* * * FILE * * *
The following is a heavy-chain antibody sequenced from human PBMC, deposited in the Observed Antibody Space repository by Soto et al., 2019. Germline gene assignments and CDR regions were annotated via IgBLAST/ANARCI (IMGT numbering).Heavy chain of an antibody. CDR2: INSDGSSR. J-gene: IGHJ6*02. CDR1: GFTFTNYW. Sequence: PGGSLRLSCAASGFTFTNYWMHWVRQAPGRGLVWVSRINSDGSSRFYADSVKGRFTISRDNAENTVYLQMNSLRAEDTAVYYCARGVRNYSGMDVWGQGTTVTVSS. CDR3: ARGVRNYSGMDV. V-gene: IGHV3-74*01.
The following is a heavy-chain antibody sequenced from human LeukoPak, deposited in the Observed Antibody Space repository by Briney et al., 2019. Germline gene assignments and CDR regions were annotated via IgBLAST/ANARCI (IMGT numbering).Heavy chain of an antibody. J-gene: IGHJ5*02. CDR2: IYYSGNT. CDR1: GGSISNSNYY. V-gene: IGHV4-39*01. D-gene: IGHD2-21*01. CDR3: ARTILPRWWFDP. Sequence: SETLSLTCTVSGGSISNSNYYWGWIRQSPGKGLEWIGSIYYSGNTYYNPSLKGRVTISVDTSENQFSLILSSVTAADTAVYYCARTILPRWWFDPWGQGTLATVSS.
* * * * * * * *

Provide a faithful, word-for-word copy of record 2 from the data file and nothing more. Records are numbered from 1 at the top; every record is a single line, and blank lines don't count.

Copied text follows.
The following is a heavy-chain antibody sequenced from human LeukoPak, deposited in the Observed Antibody Space repository by Briney et al., 2019. Germline gene assignments and CDR regions were annotated via IgBLAST/ANARCI (IMGT numbering).Heavy chain of an antibody. J-gene: IGHJ5*02. CDR2: IYYSGNT. CDR1: GGSISNSNYY. V-gene: IGHV4-39*01. D-gene: IGHD2-21*01. CDR3: ARTILPRWWFDP. Sequence: SETLSLTCTVSGGSISNSNYYWGWIRQSPGKGLEWIGSIYYSGNTYYNPSLKGRVTISVDTSENQFSLILSSVTAADTAVYYCARTILPRWWFDPWGQGTLATVSS.